Lantana prefers full sun and is excellent for sunny borders and dry, commercial street side planters. You can also get spectacular color displays by planting lantana on sunny embankments, in hanging baskets and along parking lot islands. It’s also a great plant to liven up the entrance of a home, soften a wall or accent a corner.
Lantana looks great in combination with other annuals, especially when grown in front of large plantings of bright red or blue salvia. It looks beautiful with other heat-tolerant annuals and perennials such as red zinnias, pink petunias and verbena. It also works very well with evergreens so when it dies back in the winter, it won’t be sorely missed.
Lantana will perform in shallow, dense, clay soils and doesn’t need special care once established. However, you can enhance its performance by using good flower bed preparation techniques. Adding organic matter to the garden or plants is especially helpful. Even though lantana is drought tolerant, it will look better if it gets some periodic watering during drought periods.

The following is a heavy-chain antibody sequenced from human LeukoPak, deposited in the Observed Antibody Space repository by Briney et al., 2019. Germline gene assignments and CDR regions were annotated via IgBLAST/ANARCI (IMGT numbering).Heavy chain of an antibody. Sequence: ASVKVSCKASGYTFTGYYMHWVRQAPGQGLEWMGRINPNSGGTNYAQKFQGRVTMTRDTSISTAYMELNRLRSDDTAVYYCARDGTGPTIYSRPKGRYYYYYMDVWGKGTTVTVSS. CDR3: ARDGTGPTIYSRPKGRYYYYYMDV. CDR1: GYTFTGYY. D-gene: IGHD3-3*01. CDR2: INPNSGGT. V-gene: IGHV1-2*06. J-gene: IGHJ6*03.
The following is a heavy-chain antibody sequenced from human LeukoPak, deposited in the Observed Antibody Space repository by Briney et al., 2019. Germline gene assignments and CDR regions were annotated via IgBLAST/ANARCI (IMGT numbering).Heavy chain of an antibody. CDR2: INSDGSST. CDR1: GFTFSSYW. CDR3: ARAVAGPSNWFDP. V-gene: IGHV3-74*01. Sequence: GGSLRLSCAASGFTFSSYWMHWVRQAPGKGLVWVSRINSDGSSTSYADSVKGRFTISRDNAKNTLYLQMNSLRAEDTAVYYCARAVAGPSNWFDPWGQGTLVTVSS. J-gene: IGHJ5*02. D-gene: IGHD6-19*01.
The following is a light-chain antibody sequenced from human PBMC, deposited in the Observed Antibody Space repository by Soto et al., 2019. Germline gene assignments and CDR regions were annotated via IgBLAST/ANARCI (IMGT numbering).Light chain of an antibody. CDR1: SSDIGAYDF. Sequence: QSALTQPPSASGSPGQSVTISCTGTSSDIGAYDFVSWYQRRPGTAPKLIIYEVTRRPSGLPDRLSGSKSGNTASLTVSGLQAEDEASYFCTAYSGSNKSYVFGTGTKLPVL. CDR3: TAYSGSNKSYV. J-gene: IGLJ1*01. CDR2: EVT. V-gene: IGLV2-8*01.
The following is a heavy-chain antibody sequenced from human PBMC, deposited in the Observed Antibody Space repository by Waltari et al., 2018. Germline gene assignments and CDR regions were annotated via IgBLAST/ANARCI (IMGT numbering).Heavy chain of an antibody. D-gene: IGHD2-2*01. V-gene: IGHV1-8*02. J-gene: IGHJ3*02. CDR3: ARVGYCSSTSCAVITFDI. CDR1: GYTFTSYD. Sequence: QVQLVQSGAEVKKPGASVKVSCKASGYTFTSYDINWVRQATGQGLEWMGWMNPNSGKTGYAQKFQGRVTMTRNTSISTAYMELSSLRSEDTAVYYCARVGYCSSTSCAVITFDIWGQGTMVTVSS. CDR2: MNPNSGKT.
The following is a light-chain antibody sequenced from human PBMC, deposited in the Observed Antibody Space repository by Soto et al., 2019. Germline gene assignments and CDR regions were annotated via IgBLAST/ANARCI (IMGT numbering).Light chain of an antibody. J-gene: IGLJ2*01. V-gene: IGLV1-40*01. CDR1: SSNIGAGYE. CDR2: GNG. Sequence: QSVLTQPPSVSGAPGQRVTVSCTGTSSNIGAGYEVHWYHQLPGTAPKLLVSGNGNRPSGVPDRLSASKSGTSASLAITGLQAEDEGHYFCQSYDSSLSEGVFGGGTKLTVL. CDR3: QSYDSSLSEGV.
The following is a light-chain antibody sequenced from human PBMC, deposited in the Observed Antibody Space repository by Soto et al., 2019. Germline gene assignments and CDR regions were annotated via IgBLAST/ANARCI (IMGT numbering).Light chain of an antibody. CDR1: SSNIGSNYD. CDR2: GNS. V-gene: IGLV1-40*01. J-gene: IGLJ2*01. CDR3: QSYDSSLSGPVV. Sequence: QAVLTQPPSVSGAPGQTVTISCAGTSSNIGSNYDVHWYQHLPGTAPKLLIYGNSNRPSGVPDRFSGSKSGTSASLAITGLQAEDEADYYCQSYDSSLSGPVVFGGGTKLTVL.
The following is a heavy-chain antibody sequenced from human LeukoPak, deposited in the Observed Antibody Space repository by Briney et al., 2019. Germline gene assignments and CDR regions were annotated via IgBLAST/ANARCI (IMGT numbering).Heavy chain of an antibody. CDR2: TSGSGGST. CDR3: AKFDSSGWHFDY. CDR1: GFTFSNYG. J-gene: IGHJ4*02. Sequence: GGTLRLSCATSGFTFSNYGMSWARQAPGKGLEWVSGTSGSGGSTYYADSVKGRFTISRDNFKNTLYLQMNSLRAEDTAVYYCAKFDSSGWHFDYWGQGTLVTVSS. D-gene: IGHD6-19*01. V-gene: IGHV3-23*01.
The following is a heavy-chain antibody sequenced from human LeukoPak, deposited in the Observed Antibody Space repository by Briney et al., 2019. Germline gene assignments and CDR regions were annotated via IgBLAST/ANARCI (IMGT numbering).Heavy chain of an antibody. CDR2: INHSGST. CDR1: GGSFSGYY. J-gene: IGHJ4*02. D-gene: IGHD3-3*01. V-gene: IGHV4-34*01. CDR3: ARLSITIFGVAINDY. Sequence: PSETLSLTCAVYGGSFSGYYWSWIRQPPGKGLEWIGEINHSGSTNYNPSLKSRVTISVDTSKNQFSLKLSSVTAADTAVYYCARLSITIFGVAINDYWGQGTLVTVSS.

Biological control of introduced lantanas has been attempted, without robust success. In Australia, about 30 insects have been introduced in an attempt to control the spread of lantanas, and this has caused problems of its own.
From Roots to Shoots: Creating Change in a Tough Environment
by Jonah Kessel
In 2007 a bright-eyed bunch of volunteers in a nascent NGO called Shanghai Roots & Shoots had a big dream to help fight desertification in China. Their dream: to plant one million trees on the edge of Mongolia’s Gobi Desert in China.
China’s deserts have been growing for many years, and in response, the government’s Great Green Wall Program planted trees across China. However, it was often done in places where tree planting wasn’t appropriate due to environmental conditions and a lack of available ground water. Many of these trees simply weren’t taken care of because a lack of financial incentives led farmers to simply drop them in the sand and leave.